An outline of a main engine failure when departing the berth.
What the Reporter told us:
During an unberthing/departure operation at a container terminal, the main engine failed to start. Control was transferred from bridge control to manual local control in the engine room, and after approximately 10 minutes the main engine was able to be started and run ahead. The aft tug remained attached for the passage out of the harbour until clear of the channel. The vessel was deep draft and was restricted to the centre of the channel which at the time was experiencing a strong flood tide. The Master was advised that the problem was a stuck fuel valve on one of the main engine units. The vessel subsequently went to anchor and carried out repairs to rectify the problem. Once completed, the vessel continued on its voyage to the next port.
Further dialogue with the reporter confirmed that it was not normal practice to have an outward-bound escorting tug. With respect to any speed issues caused by the stuck valve, it was confirmed that speed was kept to a minimum to accommodate the escorting tug and to reduce squat in the narrow channel. There was thus no attempt to increase outbound speed.
CHIRP wrote to the company and received the following response;
The main engine failed to start due to non-operational spill valves in the fuel pumps for six units. As a precautionary measure, the vessel tried to start the engine from the local stand in the ER. At this point, failure of the push rods was noted. All were loosened, and from there the vessel immediately resumed normal operations. We suspect the fuel oil quality to be the possible cause as the fuel pumps were recently overhauled by the manufacturer. The fuel oil specification was checked and found to be within ISO specifications. The vessel eventually eased up the push rods and the engine resumed normal operation. We are currently in discussion with the manufacturers as to what exactly triggered this malfunction.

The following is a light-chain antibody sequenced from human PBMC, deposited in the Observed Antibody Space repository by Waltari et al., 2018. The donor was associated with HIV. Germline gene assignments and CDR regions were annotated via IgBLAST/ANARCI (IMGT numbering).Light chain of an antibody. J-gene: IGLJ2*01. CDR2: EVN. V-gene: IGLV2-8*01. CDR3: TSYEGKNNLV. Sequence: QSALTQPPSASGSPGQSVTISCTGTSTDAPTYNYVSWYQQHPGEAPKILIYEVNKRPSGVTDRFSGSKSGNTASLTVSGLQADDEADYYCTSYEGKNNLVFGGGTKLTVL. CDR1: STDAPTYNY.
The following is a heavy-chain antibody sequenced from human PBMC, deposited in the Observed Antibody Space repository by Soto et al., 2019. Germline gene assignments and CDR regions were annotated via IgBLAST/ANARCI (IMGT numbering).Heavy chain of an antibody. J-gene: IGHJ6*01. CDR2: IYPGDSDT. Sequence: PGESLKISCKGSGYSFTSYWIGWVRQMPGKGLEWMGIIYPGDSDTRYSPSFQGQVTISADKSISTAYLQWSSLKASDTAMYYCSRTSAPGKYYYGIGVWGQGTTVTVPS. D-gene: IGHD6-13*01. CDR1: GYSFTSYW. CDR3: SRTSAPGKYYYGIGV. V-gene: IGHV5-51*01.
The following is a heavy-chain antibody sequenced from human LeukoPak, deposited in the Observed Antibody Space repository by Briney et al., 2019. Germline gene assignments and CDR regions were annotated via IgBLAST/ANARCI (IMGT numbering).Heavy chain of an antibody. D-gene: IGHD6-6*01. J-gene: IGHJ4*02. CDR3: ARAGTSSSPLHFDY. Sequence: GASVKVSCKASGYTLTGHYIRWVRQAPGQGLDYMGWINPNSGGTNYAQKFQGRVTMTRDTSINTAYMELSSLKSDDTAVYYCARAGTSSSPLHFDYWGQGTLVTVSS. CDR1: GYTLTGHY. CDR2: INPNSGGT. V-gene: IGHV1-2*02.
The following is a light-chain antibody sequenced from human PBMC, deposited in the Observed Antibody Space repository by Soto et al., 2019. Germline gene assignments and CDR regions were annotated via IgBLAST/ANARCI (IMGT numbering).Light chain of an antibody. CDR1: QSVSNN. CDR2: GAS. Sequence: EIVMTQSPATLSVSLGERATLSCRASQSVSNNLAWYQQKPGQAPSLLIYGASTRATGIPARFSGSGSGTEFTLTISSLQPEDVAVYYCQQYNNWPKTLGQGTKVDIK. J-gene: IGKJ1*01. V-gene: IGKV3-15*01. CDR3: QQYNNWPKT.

The CHIRP Maritime Advisory Board commented that the response in this case has been positive from the company and is evidence of a good report and the adoption of best practice. In this case not only has the problem been rectified, but moves are underway to ensure that there is no repeat.
CHIRP is aware of other cases where an engine has either failed to start, or that the response has been “sluggish”. Any further reports detailing these issues will be welcomed.
Finally, although not mentioned in the report itself, CHIRP would comment that it is best practice to test a main engine prior to departure by turning it over on both air and fuel. This will necessitate suitable precautions – such as raising the gangway and having personnel standing by moorings.